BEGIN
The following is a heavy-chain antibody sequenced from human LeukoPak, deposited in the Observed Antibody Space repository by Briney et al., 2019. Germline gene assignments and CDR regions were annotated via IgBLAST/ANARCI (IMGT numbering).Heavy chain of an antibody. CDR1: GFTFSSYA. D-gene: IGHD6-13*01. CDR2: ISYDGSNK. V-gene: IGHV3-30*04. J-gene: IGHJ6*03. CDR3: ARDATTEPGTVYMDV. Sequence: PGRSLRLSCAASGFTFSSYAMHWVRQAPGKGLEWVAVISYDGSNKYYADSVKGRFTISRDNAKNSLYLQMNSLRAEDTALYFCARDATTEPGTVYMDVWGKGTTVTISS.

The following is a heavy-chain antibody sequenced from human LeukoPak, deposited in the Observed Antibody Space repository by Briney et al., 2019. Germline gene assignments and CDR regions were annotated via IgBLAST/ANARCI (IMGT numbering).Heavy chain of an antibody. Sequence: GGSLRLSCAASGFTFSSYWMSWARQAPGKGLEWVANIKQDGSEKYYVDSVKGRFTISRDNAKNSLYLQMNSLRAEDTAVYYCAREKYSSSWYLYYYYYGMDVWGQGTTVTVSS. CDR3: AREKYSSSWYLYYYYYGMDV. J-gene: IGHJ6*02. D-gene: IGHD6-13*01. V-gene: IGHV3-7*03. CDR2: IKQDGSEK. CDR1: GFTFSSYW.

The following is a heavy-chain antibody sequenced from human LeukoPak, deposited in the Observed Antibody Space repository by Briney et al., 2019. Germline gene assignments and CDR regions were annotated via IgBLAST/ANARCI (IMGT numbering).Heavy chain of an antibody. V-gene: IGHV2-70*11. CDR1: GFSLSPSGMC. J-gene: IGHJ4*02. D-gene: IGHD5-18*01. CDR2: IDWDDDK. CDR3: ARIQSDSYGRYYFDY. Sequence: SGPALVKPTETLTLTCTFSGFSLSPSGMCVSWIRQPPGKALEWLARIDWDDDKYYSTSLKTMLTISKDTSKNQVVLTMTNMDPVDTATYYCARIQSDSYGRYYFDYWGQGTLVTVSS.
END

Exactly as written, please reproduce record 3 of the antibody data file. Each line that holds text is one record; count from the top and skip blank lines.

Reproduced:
The following is a heavy-chain antibody sequenced from human LeukoPak, deposited in the Observed Antibody Space repository by Briney et al., 2019. Germline gene assignments and CDR regions were annotated via IgBLAST/ANARCI (IMGT numbering).Heavy chain of an antibody. V-gene: IGHV2-70*11. CDR1: GFSLSPSGMC. J-gene: IGHJ4*02. D-gene: IGHD5-18*01. CDR2: IDWDDDK. CDR3: ARIQSDSYGRYYFDY. Sequence: SGPALVKPTETLTLTCTFSGFSLSPSGMCVSWIRQPPGKALEWLARIDWDDDKYYSTSLKTMLTISKDTSKNQVVLTMTNMDPVDTATYYCARIQSDSYGRYYFDYWGQGTLVTVSS.